Float glass

Plate glass was initially manufactured in the UK in the thirteenth century by a method which produced ‘broad sheet glass’. Molten glass was blown into a long tube, the ends were severed and the cylindrical glass form was split and flattened. This glass was nothing like the perfectly clear float glass of today, but was used in leaded lights.

Over the centuries, other techniques were developed but it took until 1952 for a revolutionary, cost-effective process to be invented and thereby provide us with the high quality plate glass we have today. Pilkington Brothers Ltd. was founded in 1826 in St. Helen’s on Merseyside and by 1860 it was producing 75% of the UK’s plate glass. It became Japanese-owned in 2006 but is still our largest glass manufacturer.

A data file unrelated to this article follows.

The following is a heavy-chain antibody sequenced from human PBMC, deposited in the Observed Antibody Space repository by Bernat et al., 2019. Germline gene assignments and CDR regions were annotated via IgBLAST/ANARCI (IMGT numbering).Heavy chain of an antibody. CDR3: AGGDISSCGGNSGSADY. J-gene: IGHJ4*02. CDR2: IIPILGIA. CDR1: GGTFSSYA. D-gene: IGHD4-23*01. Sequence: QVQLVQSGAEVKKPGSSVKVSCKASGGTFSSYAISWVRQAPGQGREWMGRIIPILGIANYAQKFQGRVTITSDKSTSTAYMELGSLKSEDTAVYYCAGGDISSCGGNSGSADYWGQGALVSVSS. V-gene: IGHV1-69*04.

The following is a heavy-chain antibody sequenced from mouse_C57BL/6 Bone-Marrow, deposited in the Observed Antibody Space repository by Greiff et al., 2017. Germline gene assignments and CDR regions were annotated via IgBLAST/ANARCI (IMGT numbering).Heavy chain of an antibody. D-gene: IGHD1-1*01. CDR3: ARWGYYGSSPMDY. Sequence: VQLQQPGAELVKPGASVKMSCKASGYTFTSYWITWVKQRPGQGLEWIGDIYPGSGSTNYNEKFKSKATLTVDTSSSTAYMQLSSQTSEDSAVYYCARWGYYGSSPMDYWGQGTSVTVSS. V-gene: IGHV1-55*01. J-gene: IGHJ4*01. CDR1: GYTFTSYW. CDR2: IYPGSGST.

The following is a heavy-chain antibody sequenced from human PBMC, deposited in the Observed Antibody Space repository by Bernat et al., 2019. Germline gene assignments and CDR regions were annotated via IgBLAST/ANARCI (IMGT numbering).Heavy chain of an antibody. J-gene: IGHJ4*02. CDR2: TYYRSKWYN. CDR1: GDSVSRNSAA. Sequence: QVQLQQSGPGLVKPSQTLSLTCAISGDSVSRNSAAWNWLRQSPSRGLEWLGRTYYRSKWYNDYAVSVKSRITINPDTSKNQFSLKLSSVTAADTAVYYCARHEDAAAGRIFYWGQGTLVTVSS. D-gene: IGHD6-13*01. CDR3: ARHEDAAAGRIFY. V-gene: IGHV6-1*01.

Sir Alastair Pilkington (1920-95) and Kenneth Bickerstaff devised ‘the Pilkington process’ which is an automated method of heating the ingredients in a huge furnace and floating the resulting liquid on top of molten tin. It does not mix with the tin, which is denser and does not boil at the specified temperature, so this provides a flat bottom with gravity providing the flat top. The glass sheet is gradually cooled and rolled off, to be machine-cut and processed.

(Image: Alan Wright at pixabay.com)

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